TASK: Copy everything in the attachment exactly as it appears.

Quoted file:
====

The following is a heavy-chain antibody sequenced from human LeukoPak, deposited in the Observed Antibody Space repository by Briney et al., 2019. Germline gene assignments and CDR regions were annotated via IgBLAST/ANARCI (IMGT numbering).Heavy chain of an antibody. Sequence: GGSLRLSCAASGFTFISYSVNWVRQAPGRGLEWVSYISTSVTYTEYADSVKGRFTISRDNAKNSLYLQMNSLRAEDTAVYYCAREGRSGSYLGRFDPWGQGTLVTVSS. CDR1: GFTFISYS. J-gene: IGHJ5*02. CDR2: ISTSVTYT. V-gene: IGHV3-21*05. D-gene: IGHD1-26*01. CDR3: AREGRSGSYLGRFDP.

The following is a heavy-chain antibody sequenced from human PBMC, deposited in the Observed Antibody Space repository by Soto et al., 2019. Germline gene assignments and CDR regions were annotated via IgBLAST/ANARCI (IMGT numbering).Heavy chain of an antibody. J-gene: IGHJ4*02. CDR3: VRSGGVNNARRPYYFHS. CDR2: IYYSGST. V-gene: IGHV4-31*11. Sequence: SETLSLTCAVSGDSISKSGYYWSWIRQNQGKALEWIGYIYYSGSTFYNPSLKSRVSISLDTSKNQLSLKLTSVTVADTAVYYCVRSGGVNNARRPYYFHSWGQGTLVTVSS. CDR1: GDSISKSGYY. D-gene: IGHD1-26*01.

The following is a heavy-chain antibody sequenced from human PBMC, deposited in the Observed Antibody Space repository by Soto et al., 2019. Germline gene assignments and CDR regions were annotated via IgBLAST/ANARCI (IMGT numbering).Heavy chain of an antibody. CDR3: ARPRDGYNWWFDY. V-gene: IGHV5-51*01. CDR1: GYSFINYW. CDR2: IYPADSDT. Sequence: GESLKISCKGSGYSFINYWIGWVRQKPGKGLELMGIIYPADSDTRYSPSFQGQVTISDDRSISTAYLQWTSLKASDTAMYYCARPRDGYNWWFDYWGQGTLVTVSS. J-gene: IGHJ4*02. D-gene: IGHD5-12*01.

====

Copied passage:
The following is a heavy-chain antibody sequenced from human LeukoPak, deposited in the Observed Antibody Space repository by Briney et al., 2019. Germline gene assignments and CDR regions were annotated via IgBLAST/ANARCI (IMGT numbering).Heavy chain of an antibody. Sequence: GGSLRLSCAASGFTFISYSVNWVRQAPGRGLEWVSYISTSVTYTEYADSVKGRFTISRDNAKNSLYLQMNSLRAEDTAVYYCAREGRSGSYLGRFDPWGQGTLVTVSS. CDR1: GFTFISYS. J-gene: IGHJ5*02. CDR2: ISTSVTYT. V-gene: IGHV3-21*05. D-gene: IGHD1-26*01. CDR3: AREGRSGSYLGRFDP.

The following is a heavy-chain antibody sequenced from human PBMC, deposited in the Observed Antibody Space repository by Soto et al., 2019. Germline gene assignments and CDR regions were annotated via IgBLAST/ANARCI (IMGT numbering).Heavy chain of an antibody. J-gene: IGHJ4*02. CDR3: VRSGGVNNARRPYYFHS. CDR2: IYYSGST. V-gene: IGHV4-31*11. Sequence: SETLSLTCAVSGDSISKSGYYWSWIRQNQGKALEWIGYIYYSGSTFYNPSLKSRVSISLDTSKNQLSLKLTSVTVADTAVYYCVRSGGVNNARRPYYFHSWGQGTLVTVSS. CDR1: GDSISKSGYY. D-gene: IGHD1-26*01.

The following is a heavy-chain antibody sequenced from human PBMC, deposited in the Observed Antibody Space repository by Soto et al., 2019. Germline gene assignments and CDR regions were annotated via IgBLAST/ANARCI (IMGT numbering).Heavy chain of an antibody. CDR3: ARPRDGYNWWFDY. V-gene: IGHV5-51*01. CDR1: GYSFINYW. CDR2: IYPADSDT. Sequence: GESLKISCKGSGYSFINYWIGWVRQKPGKGLELMGIIYPADSDTRYSPSFQGQVTISDDRSISTAYLQWTSLKASDTAMYYCARPRDGYNWWFDYWGQGTLVTVSS. J-gene: IGHJ4*02. D-gene: IGHD5-12*01.